Several recent reports from the Conference Board of Canada regarding retirement planning suggest financial advisors have a big opportunity in front of them.
Not exactly a shocker, its major finding is that Canadians aren’t financially literate.
According to the Conference Board one in five Canadians have never sought financial from anyone including advisors, friends, internet, etc. That’s five million people over the age of 24 just begging to be educated, informed and set on a path to financial salvation.
Possibly even more compelling is the idea that approximately 8.7 million people out of the 20 million or so who’ve actually sought advice have done so without the use of a financial advisor. That’s a huge chunk of the population that is searching for answers outside the financial advisor community. It’s this statistic that portends a move to robo-advisers and other automated advisory services.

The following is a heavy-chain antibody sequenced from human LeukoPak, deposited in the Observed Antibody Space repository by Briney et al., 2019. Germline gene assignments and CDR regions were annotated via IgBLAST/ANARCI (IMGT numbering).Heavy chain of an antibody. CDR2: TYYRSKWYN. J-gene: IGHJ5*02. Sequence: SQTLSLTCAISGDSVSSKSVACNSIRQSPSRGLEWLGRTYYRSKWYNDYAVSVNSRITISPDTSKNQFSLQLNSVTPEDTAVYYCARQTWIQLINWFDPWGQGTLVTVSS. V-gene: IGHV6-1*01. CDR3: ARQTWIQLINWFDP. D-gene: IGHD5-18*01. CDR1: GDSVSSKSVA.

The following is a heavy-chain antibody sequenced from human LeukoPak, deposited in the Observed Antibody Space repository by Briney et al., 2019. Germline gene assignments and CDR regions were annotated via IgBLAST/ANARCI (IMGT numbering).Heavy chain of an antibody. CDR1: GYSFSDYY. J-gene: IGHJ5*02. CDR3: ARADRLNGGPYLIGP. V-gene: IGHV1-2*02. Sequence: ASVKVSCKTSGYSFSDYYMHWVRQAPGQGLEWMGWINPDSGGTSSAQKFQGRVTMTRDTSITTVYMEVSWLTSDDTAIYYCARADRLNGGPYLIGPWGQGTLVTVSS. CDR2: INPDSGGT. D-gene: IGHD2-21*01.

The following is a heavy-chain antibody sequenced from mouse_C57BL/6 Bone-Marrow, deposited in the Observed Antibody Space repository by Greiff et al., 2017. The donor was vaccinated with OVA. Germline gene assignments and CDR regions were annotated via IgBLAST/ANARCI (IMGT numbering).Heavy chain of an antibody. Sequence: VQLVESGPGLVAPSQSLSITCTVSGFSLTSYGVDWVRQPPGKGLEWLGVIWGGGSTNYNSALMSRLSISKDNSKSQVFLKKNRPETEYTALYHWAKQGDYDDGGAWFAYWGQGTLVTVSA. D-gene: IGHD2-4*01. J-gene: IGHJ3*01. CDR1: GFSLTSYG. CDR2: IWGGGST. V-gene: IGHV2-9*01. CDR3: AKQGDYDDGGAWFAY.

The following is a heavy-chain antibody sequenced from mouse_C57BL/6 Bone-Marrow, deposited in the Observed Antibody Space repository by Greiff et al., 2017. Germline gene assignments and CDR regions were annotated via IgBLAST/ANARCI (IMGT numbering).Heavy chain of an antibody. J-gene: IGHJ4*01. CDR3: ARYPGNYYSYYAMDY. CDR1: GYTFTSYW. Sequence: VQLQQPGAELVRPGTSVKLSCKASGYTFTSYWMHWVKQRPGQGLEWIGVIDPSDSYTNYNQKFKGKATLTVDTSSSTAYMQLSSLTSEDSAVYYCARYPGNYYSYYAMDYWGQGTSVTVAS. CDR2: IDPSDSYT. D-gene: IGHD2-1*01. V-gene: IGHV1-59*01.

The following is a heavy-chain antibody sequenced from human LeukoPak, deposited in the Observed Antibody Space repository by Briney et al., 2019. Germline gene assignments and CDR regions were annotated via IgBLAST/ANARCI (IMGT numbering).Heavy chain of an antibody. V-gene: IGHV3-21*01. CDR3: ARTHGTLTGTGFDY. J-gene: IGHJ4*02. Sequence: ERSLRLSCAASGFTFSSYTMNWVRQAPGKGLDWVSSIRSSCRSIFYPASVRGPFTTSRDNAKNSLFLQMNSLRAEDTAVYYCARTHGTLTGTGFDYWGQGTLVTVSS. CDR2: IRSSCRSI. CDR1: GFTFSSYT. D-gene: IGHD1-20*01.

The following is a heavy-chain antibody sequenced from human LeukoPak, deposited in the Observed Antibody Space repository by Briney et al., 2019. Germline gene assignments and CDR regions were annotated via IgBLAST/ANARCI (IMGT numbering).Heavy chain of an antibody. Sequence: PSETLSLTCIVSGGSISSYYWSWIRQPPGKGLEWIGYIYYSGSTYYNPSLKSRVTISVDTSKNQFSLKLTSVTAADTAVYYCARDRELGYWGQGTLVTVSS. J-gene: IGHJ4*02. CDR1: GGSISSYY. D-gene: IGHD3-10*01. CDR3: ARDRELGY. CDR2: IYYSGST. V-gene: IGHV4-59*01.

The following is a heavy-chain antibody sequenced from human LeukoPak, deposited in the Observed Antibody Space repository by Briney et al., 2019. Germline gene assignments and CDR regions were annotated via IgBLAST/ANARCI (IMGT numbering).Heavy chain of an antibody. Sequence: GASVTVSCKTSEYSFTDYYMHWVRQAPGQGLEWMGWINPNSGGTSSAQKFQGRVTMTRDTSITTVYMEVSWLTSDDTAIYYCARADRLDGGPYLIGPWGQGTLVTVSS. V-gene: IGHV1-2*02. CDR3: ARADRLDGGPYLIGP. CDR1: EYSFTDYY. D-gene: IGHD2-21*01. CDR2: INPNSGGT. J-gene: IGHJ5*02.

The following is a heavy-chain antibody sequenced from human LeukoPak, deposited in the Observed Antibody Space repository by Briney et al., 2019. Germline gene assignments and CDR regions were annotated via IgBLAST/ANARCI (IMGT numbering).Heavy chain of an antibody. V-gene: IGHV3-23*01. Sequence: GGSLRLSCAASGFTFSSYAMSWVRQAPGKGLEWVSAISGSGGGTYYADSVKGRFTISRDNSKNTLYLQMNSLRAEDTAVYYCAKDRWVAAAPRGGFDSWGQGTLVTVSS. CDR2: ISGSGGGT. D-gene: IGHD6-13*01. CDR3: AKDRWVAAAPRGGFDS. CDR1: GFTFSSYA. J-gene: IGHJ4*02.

But that’s only if financial advisors fail to capitalize on this glaring opportunity.
Those surveyed readily admit that they don’t understand financial concepts – almost half rated their financial literacy as average – yet when employers provide free educational investment events at work, employees are slow to take them up on these offers. Worse still, the Conference Board says 40% of respondents believe employers could do more in this area. There is a clear disconnect between employee and employer when it comes to who’s responsible in this area.
In the Conference Board’s September report, Boosting Retirement Readiness and the Economy Through Financial Advice, it reported that the use of a financial advisor can boost an individual’s rate of savings and overall retirement readiness, regardless of any performance-related issues from recommended investments.
Add to this the use of common sense budgeting and expense tracking apps
such as those provided by Toronto-based financial advisor Victor Godinho
and you’ve got value-added written all over your practice.